Goodreads: 3 Below
Series: Floors #2
Leo Fillmore now owns the Whippet Hotel, but his old nemesis Ms. Sparks is back and ready for revenge. To save his home, Leo and his best friend Remi will have to travel to floors they never knew existed.
3 Below is a solid follow-up to Floors, bringing back the old beloved characters and adopting the same plot formula. As with the last book, the basic premise does not make a lot of sense–not if you believe Merganzer Whippet should have just saved the hotel himself (he could have done so easily and almost immediately) and not if you do not understand why Whippet likes to put children in constant danger and call it fun. However, if you are willing to accept that saying “Merganzer is a genius and a madman” covers all contortions of logic, 3 Below proves a romping good adventure.
The magic of the Floors books lies primarily, I think, in the Whippet Hotel. I picked up the second book in the series not because I wanted to read more about Leo or because I wanted to know how the hotel would be saved this time, but because I wanted to explore the floors Leo never knew existed. They lie below the hotel and obviously that means they must be the most dangerous–and therefore the best! If rooms full of cake and rooms that act as life-size pinball machines are rented to guests, only imagine what lies hidden from the public!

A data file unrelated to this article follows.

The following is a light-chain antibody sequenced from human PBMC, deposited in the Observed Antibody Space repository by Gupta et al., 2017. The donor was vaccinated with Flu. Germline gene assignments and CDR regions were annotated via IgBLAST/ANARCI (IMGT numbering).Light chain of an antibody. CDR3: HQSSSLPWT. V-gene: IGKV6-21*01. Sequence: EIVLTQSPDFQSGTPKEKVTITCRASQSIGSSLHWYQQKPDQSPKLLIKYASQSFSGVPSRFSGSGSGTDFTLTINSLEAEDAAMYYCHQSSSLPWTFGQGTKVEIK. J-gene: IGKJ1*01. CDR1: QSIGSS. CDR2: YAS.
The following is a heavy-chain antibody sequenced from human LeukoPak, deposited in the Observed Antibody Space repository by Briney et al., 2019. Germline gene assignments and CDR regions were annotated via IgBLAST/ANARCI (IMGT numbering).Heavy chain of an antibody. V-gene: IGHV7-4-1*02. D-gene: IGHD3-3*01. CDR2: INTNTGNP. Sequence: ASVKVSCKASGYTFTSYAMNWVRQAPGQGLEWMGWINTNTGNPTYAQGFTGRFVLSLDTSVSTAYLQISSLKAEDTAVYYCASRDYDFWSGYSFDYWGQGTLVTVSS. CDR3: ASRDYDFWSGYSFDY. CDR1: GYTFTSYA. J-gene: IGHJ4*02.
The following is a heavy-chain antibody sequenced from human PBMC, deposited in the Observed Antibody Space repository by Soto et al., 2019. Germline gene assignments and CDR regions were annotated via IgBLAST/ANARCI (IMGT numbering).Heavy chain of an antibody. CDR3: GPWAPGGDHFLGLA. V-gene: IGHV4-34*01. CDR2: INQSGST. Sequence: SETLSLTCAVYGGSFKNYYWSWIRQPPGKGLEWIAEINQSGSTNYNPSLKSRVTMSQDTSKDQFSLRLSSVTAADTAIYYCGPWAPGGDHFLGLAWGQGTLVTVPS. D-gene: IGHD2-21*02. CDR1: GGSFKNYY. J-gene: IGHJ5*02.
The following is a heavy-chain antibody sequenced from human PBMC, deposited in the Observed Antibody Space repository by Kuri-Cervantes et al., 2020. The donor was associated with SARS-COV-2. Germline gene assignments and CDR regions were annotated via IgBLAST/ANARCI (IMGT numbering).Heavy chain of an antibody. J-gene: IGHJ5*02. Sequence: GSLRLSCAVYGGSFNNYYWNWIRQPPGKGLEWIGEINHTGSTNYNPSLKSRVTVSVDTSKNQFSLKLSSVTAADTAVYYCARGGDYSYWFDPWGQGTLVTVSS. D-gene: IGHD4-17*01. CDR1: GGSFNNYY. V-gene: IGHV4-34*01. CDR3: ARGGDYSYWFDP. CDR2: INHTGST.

Unfortunately, I found the subbasement mostly a letdown. The characters act like it’s really dangerous down there, giving whispered warnings and speaking of dungeons and mad scientists. It’s true it’s kind of creepy down there and that the scientist is kind of offbeat, but no one is conducting human experiments or using medieval torture instruments. After all, these places were built by Merganzer Whippet, master of fun. He might be weird, too, but he’s not condoning anything unseemly. After all the hype about how Leo and his best pal Remi might never return, I felt rather cheated.
Leo and Remi are a pleasure to read about, however. They have a lovely camaraderie, mostly remaining good-natured and fair even in stressful situations. Their friendly chemistry is excellent, too. While Leo provides the level-headedness and the brains necessary for their adventures, Remi supplies the humor and fun (while still making himself useful, mind you. He’s not mere comic relief, but proposes more off-the-wall suggestions when Leo gets stuck and is always ready to sacrifice himself for the mission–after a little prodding). They work well together as a team and I’m pleased that (SPOILER! alert) this book shows that their new mixed family is working out well for both of them.
3 Below is a fun little adventure, if not the mission of doom and utter suspense that it seems it wishes it could be. I enjoyed it enough that I am willing to finish the trilogy, though not impressed enough that I feel inspired to try Patrick Carman’s other works.